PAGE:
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APRIL, 1999


(Copyright Stemmler, 1999)

On Harm from Inside, and on Affections from Outside

"Illnesses related to the seven emotions are called "harm from inside." Illnesses caused by an intrusion of any of the six excesses are called "affection from outside."

"…If two persons suffer from such illnesses, it may be that the physical manifestations of their illnesses are identical, while the causes of their respective illnesses are different."

"…Harm from inside originates from one’s spirit and mind; affections from outside emerge from the conduits and network vessels. The resulting illnesses may be minor or serious, they may be near the surface or in the depth, they may manifest themselves immediately or later. They may develop slowly or fast, and they may have to be treated individually or together."

"…If even one mistake is committed, serious harm will be inevitable. To anyone who is familiar with the Nei-ching, …and who strives carefully for a thorough understanding, the central principles within all illnesses will appear straightforward, even though these illnesses may manifest themselves in countless variations."

"…and no matter which direction an illness takes, …one’s therapies will always be successful."

"…If one fails to gain a thorough understanding, though, one will be confused and hesitant in one’s therapeutic efforts. One will toss various drugs without following any rule, and since not a single one of one’s attempts will show any effects, …one blames the drugs for not responding to one’s intentions in the treatment of the illnesses! Patients who die as a result of such misguided approaches were killed by their physician."

(Excerpt from The I-hsueh Yuan Liu Lun of 1757 by Hsu Ta-Ch’un, translated and annotated by Paul U. Unschuld and published under the title of Forgotten Traditions of Ancient Chinese Medicine by Paradigm Publications, Brookline, Massachusetts, U.S.A., 1990.



In Chinese medical theory, the 7 emotions: joy, anger, pondering, fear, fright, grief and sadness, are considered internal causes of illness. And the ancient concept of the 6 excesses: wind, fire, summer heat, cold, dampness, and dryness, include the external courses of illness, and roughly correspond to today’s "invading organisms" causation of disease.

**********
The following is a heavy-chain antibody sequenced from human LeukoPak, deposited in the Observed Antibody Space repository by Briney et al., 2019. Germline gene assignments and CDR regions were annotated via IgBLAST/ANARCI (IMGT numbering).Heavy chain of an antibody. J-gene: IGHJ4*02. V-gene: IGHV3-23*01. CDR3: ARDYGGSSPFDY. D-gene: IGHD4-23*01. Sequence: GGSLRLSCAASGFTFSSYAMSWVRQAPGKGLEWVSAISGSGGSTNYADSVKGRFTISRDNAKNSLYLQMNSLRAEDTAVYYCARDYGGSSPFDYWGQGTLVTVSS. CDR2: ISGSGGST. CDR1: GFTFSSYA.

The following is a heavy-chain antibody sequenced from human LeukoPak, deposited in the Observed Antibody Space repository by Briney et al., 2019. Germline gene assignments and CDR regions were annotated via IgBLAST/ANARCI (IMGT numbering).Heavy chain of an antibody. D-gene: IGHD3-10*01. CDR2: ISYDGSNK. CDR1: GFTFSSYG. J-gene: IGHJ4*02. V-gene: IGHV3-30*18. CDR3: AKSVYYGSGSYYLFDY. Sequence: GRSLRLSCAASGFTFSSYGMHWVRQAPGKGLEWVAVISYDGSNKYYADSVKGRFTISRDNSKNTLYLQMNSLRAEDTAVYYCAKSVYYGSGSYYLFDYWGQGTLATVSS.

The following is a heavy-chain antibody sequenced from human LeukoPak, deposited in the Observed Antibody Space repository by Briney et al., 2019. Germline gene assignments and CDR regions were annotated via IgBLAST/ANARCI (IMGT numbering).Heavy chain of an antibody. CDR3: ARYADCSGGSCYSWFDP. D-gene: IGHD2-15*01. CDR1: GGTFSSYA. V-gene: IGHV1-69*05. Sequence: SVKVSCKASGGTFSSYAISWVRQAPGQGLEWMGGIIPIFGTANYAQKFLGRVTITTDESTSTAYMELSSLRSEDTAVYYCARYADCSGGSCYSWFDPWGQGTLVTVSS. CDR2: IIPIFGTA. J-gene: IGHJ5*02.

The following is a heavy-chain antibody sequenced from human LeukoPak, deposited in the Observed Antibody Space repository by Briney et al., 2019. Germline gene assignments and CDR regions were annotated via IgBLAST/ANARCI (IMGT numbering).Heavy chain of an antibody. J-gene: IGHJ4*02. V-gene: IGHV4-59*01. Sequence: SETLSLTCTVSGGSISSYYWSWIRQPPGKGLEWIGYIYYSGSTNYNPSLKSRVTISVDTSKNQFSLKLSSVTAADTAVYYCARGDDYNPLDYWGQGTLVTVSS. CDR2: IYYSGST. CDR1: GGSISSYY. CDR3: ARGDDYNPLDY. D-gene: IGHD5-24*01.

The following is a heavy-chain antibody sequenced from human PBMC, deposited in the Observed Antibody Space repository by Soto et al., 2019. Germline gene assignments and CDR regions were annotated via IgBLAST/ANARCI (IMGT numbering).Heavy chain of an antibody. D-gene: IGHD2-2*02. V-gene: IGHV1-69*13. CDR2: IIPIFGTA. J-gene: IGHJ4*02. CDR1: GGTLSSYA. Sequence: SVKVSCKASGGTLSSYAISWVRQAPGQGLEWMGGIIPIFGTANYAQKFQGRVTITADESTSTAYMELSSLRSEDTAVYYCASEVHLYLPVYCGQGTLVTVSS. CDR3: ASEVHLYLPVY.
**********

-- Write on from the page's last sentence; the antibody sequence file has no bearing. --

Although diseases originating internally may also be accompanied by illnesses with an external cause and vice versa, it is important to understand the sequence and patterns in which a disease originates and progresses. In Western medicine little attention is devoted to the origins of disease. Fifty patients with chronic stomach pain or acid indigestion will be treated with drugs "for acid", "for pain", and "for digestion". That the cause of such symptoms may be totally different from one patient to another is not even considered. Therefore, medicine is practiced through a trial and error method, which is far from thorough and often very inadequate. "Let’s try this and that, and see what happens" is a common comment one hears when handed a set of prescriptions. Yet the rudimentary understanding of each patient’s condition only encourages the disease to prevail and, as I-hsueh Yuan Liu Lun already pointed out three centuries ago, "one blames the drugs for not responding to one’s intentions in the treatment of the illnesses". Many of you may be quite familiar with such a situation.

It is my hope that, perhaps even during my lifetime, that we will see a major shift from this mass-treatment approach of symptoms which appear to be similar in a vast number of patients, to a deeper, thorough understanding of what ails each of us as complete, individual beings. Combining this ancient wisdom with our modern technological advances will most likely bring about the cure of diseases we do not even dream of resolving today.

Christina Stemmler, MD

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